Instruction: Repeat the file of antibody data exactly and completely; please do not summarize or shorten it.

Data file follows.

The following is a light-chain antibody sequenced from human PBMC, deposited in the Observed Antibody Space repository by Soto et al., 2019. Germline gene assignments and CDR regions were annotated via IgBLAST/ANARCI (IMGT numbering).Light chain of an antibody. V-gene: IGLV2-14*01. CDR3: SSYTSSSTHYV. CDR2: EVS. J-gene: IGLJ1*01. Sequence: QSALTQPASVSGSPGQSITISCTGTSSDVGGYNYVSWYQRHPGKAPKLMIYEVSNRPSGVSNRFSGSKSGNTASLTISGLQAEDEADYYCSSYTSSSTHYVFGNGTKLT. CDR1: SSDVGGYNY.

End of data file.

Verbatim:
The following is a light-chain antibody sequenced from human PBMC, deposited in the Observed Antibody Space repository by Soto et al., 2019. Germline gene assignments and CDR regions were annotated via IgBLAST/ANARCI (IMGT numbering).Light chain of an antibody. V-gene: IGLV2-14*01. CDR3: SSYTSSSTHYV. CDR2: EVS. J-gene: IGLJ1*01. Sequence: QSALTQPASVSGSPGQSITISCTGTSSDVGGYNYVSWYQRHPGKAPKLMIYEVSNRPSGVSNRFSGSKSGNTASLTISGLQAEDEADYYCSSYTSSSTHYVFGNGTKLT. CDR1: SSDVGGYNY.